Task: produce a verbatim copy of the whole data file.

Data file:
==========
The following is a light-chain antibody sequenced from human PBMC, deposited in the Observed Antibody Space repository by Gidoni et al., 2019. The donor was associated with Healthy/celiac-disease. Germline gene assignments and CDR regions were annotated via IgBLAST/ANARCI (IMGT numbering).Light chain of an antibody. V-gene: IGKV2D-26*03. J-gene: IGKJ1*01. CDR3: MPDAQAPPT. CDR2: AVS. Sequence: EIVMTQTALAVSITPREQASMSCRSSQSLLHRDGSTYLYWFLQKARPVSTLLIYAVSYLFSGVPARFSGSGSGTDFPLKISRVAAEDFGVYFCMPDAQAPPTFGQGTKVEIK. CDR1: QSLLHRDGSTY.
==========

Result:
The following is a light-chain antibody sequenced from human PBMC, deposited in the Observed Antibody Space repository by Gidoni et al., 2019. The donor was associated with Healthy/celiac-disease. Germline gene assignments and CDR regions were annotated via IgBLAST/ANARCI (IMGT numbering).Light chain of an antibody. V-gene: IGKV2D-26*03. J-gene: IGKJ1*01. CDR3: MPDAQAPPT. CDR2: AVS. Sequence: EIVMTQTALAVSITPREQASMSCRSSQSLLHRDGSTYLYWFLQKARPVSTLLIYAVSYLFSGVPARFSGSGSGTDFPLKISRVAAEDFGVYFCMPDAQAPPTFGQGTKVEIK. CDR1: QSLLHRDGSTY.